“My guitar player [Smokey Hormel] played with Tom Waits and Johnny Cash, so there’s all kinds of things that he can do that he doesn’t get to do when we’re playing the rock song, when we’re playing ‘Where It’s At.'”

“When we’re just playing songs from Odelay there’s a lot of things, there’s a lot of their talent that you don’t get to see. So the acoustic shows really more than anything for me it gives the opportunity to really show these incredible musicians.”

Beck On The South America Tour

The musicians that I’m coming down with I’ve played with for seventeen, twenty years.”

“It’s very rare to get them to go on tour with me but they all want to come to South America so I convinced them.”

“Playing with them has been one of the best things in making music over the last few decades. It’s an amazing band, and I don’t take it for granted.”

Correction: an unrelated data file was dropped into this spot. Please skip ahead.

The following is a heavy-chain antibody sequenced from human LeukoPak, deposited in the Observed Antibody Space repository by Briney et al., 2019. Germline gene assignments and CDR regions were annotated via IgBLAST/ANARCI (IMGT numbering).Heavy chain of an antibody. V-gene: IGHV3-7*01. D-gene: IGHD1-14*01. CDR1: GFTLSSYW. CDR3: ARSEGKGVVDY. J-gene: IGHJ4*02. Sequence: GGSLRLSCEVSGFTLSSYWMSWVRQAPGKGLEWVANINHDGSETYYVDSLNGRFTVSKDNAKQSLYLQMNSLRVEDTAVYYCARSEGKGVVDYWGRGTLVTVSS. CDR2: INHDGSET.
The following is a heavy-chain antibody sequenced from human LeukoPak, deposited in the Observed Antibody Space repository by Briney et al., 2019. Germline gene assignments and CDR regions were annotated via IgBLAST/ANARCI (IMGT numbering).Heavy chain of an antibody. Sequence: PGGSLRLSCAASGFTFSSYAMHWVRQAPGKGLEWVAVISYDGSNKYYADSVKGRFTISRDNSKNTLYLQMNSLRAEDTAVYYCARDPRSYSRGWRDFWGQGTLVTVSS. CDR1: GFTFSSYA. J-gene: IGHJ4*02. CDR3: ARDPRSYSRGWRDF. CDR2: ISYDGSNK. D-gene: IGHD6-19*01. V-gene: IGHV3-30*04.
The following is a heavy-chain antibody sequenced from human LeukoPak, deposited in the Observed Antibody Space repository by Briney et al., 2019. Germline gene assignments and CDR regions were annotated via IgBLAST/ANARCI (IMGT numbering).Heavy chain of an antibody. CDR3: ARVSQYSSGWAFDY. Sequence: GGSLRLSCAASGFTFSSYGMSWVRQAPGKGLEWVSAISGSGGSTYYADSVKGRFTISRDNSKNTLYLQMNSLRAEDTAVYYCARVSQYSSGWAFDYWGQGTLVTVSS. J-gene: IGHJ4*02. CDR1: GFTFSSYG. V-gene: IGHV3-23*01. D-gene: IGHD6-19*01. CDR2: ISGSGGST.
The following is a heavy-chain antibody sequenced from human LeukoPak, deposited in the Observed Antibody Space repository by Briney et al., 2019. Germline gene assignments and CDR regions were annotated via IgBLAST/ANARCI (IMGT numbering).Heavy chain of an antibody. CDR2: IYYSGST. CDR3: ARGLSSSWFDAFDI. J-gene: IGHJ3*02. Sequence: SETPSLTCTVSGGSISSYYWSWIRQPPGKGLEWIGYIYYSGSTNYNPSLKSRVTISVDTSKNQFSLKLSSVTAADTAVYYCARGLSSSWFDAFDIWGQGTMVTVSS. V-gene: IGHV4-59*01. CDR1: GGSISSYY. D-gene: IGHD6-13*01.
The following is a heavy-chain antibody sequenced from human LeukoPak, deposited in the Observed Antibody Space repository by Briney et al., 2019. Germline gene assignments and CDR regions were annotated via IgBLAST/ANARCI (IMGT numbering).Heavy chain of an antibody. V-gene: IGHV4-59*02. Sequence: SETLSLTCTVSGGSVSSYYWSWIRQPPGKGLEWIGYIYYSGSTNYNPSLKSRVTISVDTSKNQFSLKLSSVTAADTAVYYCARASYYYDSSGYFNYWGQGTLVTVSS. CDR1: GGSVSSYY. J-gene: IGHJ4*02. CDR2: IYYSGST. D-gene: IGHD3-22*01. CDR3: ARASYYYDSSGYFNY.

“I always enjoy coming down there. The audience is incredible and every band I talk to that goes down there has the best time. When we played in Santiago that was one of the best audiences I’ve ever had. And we haven’t been to Brazil in over ten years. It’s very special to get to come down there. And it will be special to have these musicians with me.”

“We’ve been doing this tour and done a few one-offs this summer. But everybody’s getting busy. Joey’s playing with Thom Yorke now [in Atoms for Peace] and Justin is producing a ton of albums. This might be it for some time.”

Beck on Vinyl and the Future of Digital Audio